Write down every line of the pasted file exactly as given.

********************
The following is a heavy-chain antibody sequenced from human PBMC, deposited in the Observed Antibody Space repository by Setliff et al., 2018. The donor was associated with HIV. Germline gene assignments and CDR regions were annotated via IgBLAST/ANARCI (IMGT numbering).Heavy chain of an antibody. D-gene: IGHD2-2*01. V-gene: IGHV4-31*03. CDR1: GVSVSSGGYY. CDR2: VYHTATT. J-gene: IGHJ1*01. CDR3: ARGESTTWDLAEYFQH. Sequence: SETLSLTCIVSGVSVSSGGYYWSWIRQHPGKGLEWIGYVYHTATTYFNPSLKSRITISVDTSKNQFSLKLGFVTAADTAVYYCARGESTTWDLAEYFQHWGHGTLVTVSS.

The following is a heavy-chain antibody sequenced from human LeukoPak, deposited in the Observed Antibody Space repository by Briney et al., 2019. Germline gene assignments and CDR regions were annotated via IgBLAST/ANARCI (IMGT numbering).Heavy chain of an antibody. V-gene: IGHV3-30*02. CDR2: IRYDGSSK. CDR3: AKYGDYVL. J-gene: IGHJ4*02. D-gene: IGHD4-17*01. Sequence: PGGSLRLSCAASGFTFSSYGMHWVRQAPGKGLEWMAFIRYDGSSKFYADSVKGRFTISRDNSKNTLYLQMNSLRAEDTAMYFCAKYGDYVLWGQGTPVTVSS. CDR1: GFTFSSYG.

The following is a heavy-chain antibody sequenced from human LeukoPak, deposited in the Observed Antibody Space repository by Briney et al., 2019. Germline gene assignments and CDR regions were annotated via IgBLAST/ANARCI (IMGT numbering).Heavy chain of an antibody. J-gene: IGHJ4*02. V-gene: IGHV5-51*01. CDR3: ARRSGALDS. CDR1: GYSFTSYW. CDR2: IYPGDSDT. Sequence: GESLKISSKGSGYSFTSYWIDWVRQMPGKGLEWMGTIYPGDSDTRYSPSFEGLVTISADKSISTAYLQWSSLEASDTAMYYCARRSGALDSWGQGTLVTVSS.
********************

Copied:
The following is a heavy-chain antibody sequenced from human PBMC, deposited in the Observed Antibody Space repository by Setliff et al., 2018. The donor was associated with HIV. Germline gene assignments and CDR regions were annotated via IgBLAST/ANARCI (IMGT numbering).Heavy chain of an antibody. D-gene: IGHD2-2*01. V-gene: IGHV4-31*03. CDR1: GVSVSSGGYY. CDR2: VYHTATT. J-gene: IGHJ1*01. CDR3: ARGESTTWDLAEYFQH. Sequence: SETLSLTCIVSGVSVSSGGYYWSWIRQHPGKGLEWIGYVYHTATTYFNPSLKSRITISVDTSKNQFSLKLGFVTAADTAVYYCARGESTTWDLAEYFQHWGHGTLVTVSS.

The following is a heavy-chain antibody sequenced from human LeukoPak, deposited in the Observed Antibody Space repository by Briney et al., 2019. Germline gene assignments and CDR regions were annotated via IgBLAST/ANARCI (IMGT numbering).Heavy chain of an antibody. V-gene: IGHV3-30*02. CDR2: IRYDGSSK. CDR3: AKYGDYVL. J-gene: IGHJ4*02. D-gene: IGHD4-17*01. Sequence: PGGSLRLSCAASGFTFSSYGMHWVRQAPGKGLEWMAFIRYDGSSKFYADSVKGRFTISRDNSKNTLYLQMNSLRAEDTAMYFCAKYGDYVLWGQGTPVTVSS. CDR1: GFTFSSYG.

The following is a heavy-chain antibody sequenced from human LeukoPak, deposited in the Observed Antibody Space repository by Briney et al., 2019. Germline gene assignments and CDR regions were annotated via IgBLAST/ANARCI (IMGT numbering).Heavy chain of an antibody. J-gene: IGHJ4*02. V-gene: IGHV5-51*01. CDR3: ARRSGALDS. CDR1: GYSFTSYW. CDR2: IYPGDSDT. Sequence: GESLKISSKGSGYSFTSYWIDWVRQMPGKGLEWMGTIYPGDSDTRYSPSFEGLVTISADKSISTAYLQWSSLEASDTAMYYCARRSGALDSWGQGTLVTVSS.